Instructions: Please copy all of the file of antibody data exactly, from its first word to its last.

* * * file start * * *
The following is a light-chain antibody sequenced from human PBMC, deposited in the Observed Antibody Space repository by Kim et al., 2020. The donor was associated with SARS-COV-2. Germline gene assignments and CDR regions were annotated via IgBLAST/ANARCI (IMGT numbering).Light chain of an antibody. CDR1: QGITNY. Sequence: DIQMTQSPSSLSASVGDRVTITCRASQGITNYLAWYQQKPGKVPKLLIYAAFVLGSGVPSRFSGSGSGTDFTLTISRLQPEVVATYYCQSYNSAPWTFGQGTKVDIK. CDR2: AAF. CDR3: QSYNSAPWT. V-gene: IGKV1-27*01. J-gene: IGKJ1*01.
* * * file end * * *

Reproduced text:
The following is a light-chain antibody sequenced from human PBMC, deposited in the Observed Antibody Space repository by Kim et al., 2020. The donor was associated with SARS-COV-2. Germline gene assignments and CDR regions were annotated via IgBLAST/ANARCI (IMGT numbering).Light chain of an antibody. CDR1: QGITNY. Sequence: DIQMTQSPSSLSASVGDRVTITCRASQGITNYLAWYQQKPGKVPKLLIYAAFVLGSGVPSRFSGSGSGTDFTLTISRLQPEVVATYYCQSYNSAPWTFGQGTKVDIK. CDR2: AAF. CDR3: QSYNSAPWT. V-gene: IGKV1-27*01. J-gene: IGKJ1*01.